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A Cold Day for Women's Liberation

The only time I miss having a garage is when I have to scrape snow and ice and frost from the windows of the car before I can get going. Last week was a particular mess. An inch or two of snow with some frozen rain on top and some frozen slush below. Off to Augusta I went with the roof and hood of the car still covered. Just north of Portland the snow on the hood lifted off almost as a piece. As it flew back at me my head flinched into my neck. I looked in the mirror and saw the man in the car behind me also duck as I had though the snow fell to the road between us. A car that was just coming up on my left to pass pulled alongside and gestured to me. I couldn't see the gesture but took it to be a friendly kind of greeting. Something like, "Bet that scared you." or "Isn't winter in Maine an adventure?"

She completed her pass, just barely, and when she pulled in front of me she held her fist up with the middle finger extended. "Humm," I thought "Is she pointing at her roof to say, 'There is no snow on my car. Why don't you get a garage like I have?'"

No, I'm not that naïve. I know that gesture well. I was in the military after all. However, when I was growing up it was an aggressive gesture used only by men and women my mother would call "gutter snips". This woman did not fit the definition of a gutter snip. Never mind that I am a bit baffled by the reaction especially since she wasn't even in the path of the flying snow and I don't know in what way she was holding me responsible. Does she make the same gesture at trucks when snow flies off them? She looked to be old enough to have experienced snow flying off a vehicle before. Could she have been propositioning me?

After these thoughts had run their course in my mind I began to think about the apparent increase in aggressiveness in women today. Not just in experiences like this but in statistics of violent crimes.

I have long thought that so called women's liberation is having a negative effect on our society. Don't get me wrong. There has been much good in this movement. I have particularly applauded information about the value of domestic jobs. By now I'm sure I've raised some hackles with a couple of loaded phrases. But if "domestic jobs" annoyed you then you are just the person I want to talk to. You have accepted the garbage that domestic jobs are somehow less important than a "real" job. The opposite is true, I believe. I believe the most important jobs, the most meaningful jobs are those that are connected to our needs. These are also the most fulfilling and least frustrating.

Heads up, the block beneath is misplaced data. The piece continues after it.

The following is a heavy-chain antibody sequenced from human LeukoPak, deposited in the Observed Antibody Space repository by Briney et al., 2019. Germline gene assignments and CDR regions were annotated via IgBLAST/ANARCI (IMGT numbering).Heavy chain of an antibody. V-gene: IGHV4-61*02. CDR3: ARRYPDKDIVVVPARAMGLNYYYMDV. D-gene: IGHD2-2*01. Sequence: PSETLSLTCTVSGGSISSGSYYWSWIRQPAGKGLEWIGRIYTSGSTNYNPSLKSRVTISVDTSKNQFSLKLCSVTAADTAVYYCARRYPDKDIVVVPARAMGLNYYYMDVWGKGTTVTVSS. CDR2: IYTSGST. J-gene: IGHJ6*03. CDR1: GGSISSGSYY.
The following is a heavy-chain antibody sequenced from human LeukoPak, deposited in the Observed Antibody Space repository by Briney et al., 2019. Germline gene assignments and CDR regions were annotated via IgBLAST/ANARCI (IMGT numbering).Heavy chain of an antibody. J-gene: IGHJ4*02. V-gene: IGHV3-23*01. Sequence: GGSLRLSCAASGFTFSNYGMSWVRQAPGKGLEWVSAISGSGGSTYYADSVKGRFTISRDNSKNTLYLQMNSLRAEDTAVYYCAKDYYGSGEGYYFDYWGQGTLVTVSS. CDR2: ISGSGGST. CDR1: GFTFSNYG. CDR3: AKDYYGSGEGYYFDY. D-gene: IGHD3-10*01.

How is it fulfilling to cook three meals a day and clean up after them? Well, if they are unappreciated or if the person doing them feels he or she should be making ships or bombs or doing brain surgery or suing an insurance company, then the job will be a drudge. If unappreciated, try communicating the importance of appreciation. If that fails, stop cooking or cook for someone else. There is no reason anyone should be made to feel unappreciated when they are doing an essential job and food and shelter are essential.

But how about the "bread winner." That was a stupid phrase. Going away from home, especially when children are involved, is not a positive thing. I did it, but I never thought it was a positive thing. It was necessary for a while in my life.

What I am getting at is that I think we started making a mistake with the industrial revolution. Men left the home to make money. Before that we were mostly an agrarian society. As children we watched our fathers and mothers at their work. Mom worked mostly in the house and Dad mostly outdoors but I don't think many men had the temerity to suggest that their job was more important than their partner's. How silly that would have been. "OK turkey, see how long you can go without food." Or "I'm going home to visit my mother for a few days. You know where the food is."

Keeping a house working is pretty nearly a full time job. Add children to the job and take "pretty nearly" out to the wood shed. When Barbara and I were living close to the land and starting a family there were times when I had to help her with her job and there were times when she had to help me with mine. It was a wonderful fulfilling life.